NBA legend Michael Jordan on LeBron’s actions: “There’s no way, with hindsight, I would’ve ever called up Larry (Bird), called up Magic (Johnson), and said, ‘Hey, look, let’s get together and play on one team.’”
NBA legend Charles Barkley on LeBron’s actions: “If you're the two-time defending NBA MVP, you don't leave anywhere. They come to you. That's ridiculous.”
Retired WCW wrestler Larry “The Living Legend” Zbyszko on Hogan’s actions: “Unmanly.”
Both James and “Hollywood” Hogan won multiple world championships due to help from their two new friends. The Big Three reached four consecutive NBA Finals, winning championships in 2012 and 2013. Hogan would win numerous WCW World Championships with the NWO, exploiting a hip new persona to jumpstart his stagnant career. The Heat and the NWO became simultaneously the most popular and hated teams in their sports, and they sent ratings and merchandise sales skyrocketing for their organizations. Despite millions of fans rooting for their comeuppance, victory always seemed assured for the red, white, and black bad guys. Strangely, both men battled the NBA’s best: while LeBron made quick work of Kevin Durant and Paul George, Hogan tag-teamed with Dennis Rodman and faced off against Karl Malone.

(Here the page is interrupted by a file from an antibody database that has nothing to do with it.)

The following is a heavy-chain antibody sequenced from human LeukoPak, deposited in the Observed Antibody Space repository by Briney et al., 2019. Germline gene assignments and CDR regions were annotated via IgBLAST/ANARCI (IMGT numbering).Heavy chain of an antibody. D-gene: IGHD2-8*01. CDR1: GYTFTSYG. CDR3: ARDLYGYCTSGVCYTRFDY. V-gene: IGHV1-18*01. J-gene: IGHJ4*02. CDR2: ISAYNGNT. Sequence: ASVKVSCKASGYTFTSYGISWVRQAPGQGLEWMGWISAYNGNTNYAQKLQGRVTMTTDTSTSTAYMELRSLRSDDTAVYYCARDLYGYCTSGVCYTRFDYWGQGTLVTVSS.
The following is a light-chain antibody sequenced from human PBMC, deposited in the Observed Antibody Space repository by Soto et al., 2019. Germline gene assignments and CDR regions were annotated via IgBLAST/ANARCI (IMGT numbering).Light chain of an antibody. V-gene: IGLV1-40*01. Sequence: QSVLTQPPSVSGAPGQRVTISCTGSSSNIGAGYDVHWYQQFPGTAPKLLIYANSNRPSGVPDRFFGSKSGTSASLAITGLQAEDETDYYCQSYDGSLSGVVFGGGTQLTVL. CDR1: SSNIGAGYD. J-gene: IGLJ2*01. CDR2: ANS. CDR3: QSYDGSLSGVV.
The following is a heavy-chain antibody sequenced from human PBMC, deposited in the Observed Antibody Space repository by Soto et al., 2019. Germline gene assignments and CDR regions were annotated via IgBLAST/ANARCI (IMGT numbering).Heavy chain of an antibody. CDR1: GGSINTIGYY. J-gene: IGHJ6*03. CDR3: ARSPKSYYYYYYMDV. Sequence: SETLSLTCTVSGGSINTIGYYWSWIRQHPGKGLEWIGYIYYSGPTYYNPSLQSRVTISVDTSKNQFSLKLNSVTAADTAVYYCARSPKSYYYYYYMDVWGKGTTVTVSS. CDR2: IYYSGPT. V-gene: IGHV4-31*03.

LeBron: “Not one … not two … not three …”
Hogan: “Not only are we going to take over the whole wrestling business … we will destroy everything in our path.”
ODB Memorial “Wu-Tang is for the Children” Shout-Out
LeBron (in a letter to a Cleveland city councilman regarding the charitable funding stemming from advertising proceeds related to “The Decision”: "I am so excited that the renovated gym, new floor and computer lab at the Broadway Boys & Girls Club are finished, and I've been told that everything looks amazing. These additions are great for the neighborhood, and thank you for giving me the opportunity to give back to the Cleveland community."
Hogan: “I held my head high. I did everything for the charities, I did everything for the kids.”
To pad out their rosters, LeBron and the Hulkster relied on help from a motley cast of roleplayers. Both squads featured the following personnel:
Declining Veterans Willing to Forgo Personal Gain for Team Victories: Ray Allen and “Macho Man” Randy Savage
Tattooed Blond Big Men: “Birdman” Chris Andersen and “Big Poppa Pump” Scott Steiner
Follically Blessed Executives: Pat Riley and Eric Bischoff